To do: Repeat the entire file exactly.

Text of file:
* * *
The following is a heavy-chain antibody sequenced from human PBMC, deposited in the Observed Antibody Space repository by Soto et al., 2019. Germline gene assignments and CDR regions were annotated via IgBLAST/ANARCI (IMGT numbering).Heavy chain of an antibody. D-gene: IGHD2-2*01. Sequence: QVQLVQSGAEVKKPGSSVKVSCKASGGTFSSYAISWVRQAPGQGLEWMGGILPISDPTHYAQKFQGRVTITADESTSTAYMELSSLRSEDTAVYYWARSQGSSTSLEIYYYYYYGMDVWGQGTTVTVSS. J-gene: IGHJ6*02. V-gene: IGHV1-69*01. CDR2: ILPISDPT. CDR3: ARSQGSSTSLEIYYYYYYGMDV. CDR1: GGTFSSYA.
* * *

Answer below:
The following is a heavy-chain antibody sequenced from human PBMC, deposited in the Observed Antibody Space repository by Soto et al., 2019. Germline gene assignments and CDR regions were annotated via IgBLAST/ANARCI (IMGT numbering).Heavy chain of an antibody. D-gene: IGHD2-2*01. Sequence: QVQLVQSGAEVKKPGSSVKVSCKASGGTFSSYAISWVRQAPGQGLEWMGGILPISDPTHYAQKFQGRVTITADESTSTAYMELSSLRSEDTAVYYWARSQGSSTSLEIYYYYYYGMDVWGQGTTVTVSS. J-gene: IGHJ6*02. V-gene: IGHV1-69*01. CDR2: ILPISDPT. CDR3: ARSQGSSTSLEIYYYYYYGMDV. CDR1: GGTFSSYA.